U.S. President Joe Biden is expected to have a chance to speak with Chinese President Xi Jinping within the next few weeks, White House National Security Adviser Jake Sullivan said Monday.

The last time Biden held talks with Xi was in March through a video call, weeks after Russia's invasion of Ukraine started.

Speaking to reporters in Germany, where the Group of Seven leaders are meeting and coming up with steps to counter Beijing's growing economic clout, Sullivan said he would not put a "particular timeframe" on the expected engagement between the two leaders, but noted that it is "not going to be immediately after the G-7."

U.S. President Joe Biden (L, Getty/Kyodo) and Chinese President Xi Jinping (Kyodo). 

He also hailed the "increasing convergence" among the G-7 and NATO, which will also hold a summit later this week, regarding the challenge posed by China as well as the "urgent" need for alignment among the world's leading market democracies to deal with China's so-called non-market economic practices and human rights issues.

"I think you can expect that the G-7 statement will speak to all of those, and then I think you can expect that the NATO Strategic Concept will also speak in ways that are unprecedented about the challenge that China poses," Sullivan said, referring to documents to be released through the two summits.

The three-day G-7 summit taking place in southern Germany will end on Tuesday, followed by a two-day NATO summit in Spain from Wednesday. All G-7 countries except for Japan are members of the North Atlantic Treaty Organization.

Japan has been invited to the trans-Atlantic alliance's summit as one of the four Asia-Pacific partners.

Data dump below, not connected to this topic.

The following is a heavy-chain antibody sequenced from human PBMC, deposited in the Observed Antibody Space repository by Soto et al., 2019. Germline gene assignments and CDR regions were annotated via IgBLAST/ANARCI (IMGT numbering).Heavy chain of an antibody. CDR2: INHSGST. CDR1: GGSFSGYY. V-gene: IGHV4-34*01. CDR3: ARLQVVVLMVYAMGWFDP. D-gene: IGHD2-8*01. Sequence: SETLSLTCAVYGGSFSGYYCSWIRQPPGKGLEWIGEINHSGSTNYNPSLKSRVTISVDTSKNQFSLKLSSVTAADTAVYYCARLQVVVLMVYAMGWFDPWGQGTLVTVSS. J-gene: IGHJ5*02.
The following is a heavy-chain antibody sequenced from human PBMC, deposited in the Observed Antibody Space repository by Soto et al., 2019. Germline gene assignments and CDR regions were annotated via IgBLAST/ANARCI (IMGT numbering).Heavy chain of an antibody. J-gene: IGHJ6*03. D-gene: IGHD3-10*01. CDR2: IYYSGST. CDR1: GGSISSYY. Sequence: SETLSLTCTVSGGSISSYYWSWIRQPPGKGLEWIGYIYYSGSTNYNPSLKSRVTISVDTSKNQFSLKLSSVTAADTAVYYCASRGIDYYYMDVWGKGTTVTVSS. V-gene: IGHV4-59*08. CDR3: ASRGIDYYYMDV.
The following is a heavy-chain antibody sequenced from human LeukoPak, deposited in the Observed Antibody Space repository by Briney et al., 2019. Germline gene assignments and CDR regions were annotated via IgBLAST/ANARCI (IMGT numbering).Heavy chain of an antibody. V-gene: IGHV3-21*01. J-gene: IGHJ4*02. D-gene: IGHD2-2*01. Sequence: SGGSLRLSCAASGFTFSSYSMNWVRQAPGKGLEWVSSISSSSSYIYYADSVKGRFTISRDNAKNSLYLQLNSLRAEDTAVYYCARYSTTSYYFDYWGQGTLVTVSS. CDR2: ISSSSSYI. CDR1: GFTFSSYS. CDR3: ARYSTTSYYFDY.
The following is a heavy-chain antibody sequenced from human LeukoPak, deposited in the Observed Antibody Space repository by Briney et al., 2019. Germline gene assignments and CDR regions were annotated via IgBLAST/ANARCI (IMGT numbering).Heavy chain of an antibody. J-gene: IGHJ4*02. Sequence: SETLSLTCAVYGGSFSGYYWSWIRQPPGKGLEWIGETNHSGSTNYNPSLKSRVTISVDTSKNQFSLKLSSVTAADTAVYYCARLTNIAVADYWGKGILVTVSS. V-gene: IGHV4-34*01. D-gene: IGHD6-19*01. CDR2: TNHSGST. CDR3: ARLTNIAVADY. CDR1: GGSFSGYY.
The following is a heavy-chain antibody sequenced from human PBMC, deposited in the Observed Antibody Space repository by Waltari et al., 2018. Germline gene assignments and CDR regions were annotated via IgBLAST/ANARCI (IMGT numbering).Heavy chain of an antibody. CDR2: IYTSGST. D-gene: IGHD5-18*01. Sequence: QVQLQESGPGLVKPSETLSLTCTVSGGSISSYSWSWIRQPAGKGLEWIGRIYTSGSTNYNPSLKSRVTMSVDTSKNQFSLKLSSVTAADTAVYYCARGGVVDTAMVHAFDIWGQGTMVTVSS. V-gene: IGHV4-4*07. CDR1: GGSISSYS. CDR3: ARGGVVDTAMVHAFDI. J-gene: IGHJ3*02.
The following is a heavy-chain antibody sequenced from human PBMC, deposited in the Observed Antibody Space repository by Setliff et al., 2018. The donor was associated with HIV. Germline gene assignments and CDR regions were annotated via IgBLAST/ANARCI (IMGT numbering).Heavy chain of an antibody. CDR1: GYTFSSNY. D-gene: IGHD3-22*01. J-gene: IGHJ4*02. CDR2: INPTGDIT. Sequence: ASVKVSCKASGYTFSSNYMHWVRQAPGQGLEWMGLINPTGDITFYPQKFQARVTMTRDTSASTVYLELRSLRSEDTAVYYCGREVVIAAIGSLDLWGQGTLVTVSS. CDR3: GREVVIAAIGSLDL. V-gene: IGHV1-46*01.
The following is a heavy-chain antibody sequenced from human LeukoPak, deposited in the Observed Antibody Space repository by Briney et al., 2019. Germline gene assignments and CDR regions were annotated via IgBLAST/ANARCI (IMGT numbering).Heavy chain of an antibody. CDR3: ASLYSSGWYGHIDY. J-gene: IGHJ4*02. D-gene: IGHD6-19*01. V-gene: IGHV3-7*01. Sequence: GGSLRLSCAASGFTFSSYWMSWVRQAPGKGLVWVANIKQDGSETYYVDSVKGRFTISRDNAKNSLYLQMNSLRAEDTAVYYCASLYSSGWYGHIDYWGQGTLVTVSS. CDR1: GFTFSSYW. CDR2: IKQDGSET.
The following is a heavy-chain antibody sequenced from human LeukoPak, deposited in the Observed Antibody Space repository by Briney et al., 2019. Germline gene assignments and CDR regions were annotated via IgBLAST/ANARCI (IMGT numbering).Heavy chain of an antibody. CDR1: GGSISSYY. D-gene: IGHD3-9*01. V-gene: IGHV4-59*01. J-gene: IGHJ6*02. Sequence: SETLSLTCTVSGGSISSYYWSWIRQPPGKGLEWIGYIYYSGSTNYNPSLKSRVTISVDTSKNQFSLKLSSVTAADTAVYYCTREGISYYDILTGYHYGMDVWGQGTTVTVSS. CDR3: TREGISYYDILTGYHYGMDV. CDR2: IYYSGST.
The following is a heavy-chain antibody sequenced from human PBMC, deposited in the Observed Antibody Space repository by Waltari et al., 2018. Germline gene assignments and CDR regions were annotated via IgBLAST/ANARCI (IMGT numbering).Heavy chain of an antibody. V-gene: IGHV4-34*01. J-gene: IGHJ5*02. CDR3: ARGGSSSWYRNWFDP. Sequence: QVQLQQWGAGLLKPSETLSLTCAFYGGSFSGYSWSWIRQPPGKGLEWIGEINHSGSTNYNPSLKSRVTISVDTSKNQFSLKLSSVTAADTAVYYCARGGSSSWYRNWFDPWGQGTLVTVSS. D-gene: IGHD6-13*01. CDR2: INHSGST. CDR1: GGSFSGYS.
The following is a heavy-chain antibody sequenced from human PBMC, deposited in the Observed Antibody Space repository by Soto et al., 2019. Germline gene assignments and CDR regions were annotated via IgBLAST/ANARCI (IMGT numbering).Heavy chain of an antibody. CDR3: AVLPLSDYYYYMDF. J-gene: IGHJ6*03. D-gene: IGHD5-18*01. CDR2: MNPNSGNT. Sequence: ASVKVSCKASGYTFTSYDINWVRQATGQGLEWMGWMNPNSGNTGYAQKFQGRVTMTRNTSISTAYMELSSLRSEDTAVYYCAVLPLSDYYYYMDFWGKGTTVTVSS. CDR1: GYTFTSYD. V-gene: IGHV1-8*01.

The previous Strategic Concept, a guiding document for the alliance over the span of roughly a decade, was adopted in 2010. The new one will mention China for the first time, reflecting concerns over Beijing's military buildup, its ties with Russia and perceived attempts to undermine the rules-based international order.

While the G-7 summit has been heavily focused on dealing with Russia's war in Ukraine and its consequences on the global economy, the leaders announced on Sunday the formal launch of an infrastructure project for the developing world in a bid to counter China's Belt and Road Initiative.

The Partnership for Global Infrastructure and Investment is expected to offer a "positive alternative" to infrastructure models that sell "debt traps," U.S. officials have said, a veiled criticism of the Chinese initiative known for its record of saddling developing countries with debt and for poor environmental and labor standards.

But Sullivan reiterated that the United States is not expecting competition with China to veer into confrontation or conflict, nor is it seeking to divide the world into rival blocs and make countries choose.

"We want to stand for a set of principles, rules of the road that are fair and understood and agreed by everybody. And we want to ensure that we're working with like-minded partners to hold China accountable to adhere to those rules," the official said.